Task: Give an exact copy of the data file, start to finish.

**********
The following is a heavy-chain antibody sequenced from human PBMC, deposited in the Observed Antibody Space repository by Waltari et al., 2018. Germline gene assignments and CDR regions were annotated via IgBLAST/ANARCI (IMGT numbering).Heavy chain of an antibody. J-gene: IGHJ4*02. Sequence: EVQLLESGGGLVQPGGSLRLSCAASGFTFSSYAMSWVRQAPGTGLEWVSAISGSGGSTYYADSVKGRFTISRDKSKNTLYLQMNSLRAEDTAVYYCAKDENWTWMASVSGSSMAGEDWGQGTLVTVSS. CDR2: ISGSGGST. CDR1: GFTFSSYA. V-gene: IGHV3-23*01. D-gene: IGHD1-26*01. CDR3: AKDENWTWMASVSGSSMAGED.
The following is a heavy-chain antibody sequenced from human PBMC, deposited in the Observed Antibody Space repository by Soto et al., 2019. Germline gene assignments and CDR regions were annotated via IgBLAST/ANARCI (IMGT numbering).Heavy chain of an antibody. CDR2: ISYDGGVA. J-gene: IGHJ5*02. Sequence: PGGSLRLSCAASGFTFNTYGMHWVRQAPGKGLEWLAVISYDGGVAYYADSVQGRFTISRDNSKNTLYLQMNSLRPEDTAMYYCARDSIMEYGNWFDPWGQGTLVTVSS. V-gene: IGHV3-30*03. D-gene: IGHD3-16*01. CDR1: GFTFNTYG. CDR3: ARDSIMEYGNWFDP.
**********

The following is a heavy-chain antibody sequenced from human PBMC, deposited in the Observed Antibody Space repository by Waltari et al., 2018. Germline gene assignments and CDR regions were annotated via IgBLAST/ANARCI (IMGT numbering).Heavy chain of an antibody. J-gene: IGHJ4*02. Sequence: EVQLLESGGGLVQPGGSLRLSCAASGFTFSSYAMSWVRQAPGTGLEWVSAISGSGGSTYYADSVKGRFTISRDKSKNTLYLQMNSLRAEDTAVYYCAKDENWTWMASVSGSSMAGEDWGQGTLVTVSS. CDR2: ISGSGGST. CDR1: GFTFSSYA. V-gene: IGHV3-23*01. D-gene: IGHD1-26*01. CDR3: AKDENWTWMASVSGSSMAGED.
The following is a heavy-chain antibody sequenced from human PBMC, deposited in the Observed Antibody Space repository by Soto et al., 2019. Germline gene assignments and CDR regions were annotated via IgBLAST/ANARCI (IMGT numbering).Heavy chain of an antibody. CDR2: ISYDGGVA. J-gene: IGHJ5*02. Sequence: PGGSLRLSCAASGFTFNTYGMHWVRQAPGKGLEWLAVISYDGGVAYYADSVQGRFTISRDNSKNTLYLQMNSLRPEDTAMYYCARDSIMEYGNWFDPWGQGTLVTVSS. V-gene: IGHV3-30*03. D-gene: IGHD3-16*01. CDR1: GFTFNTYG. CDR3: ARDSIMEYGNWFDP.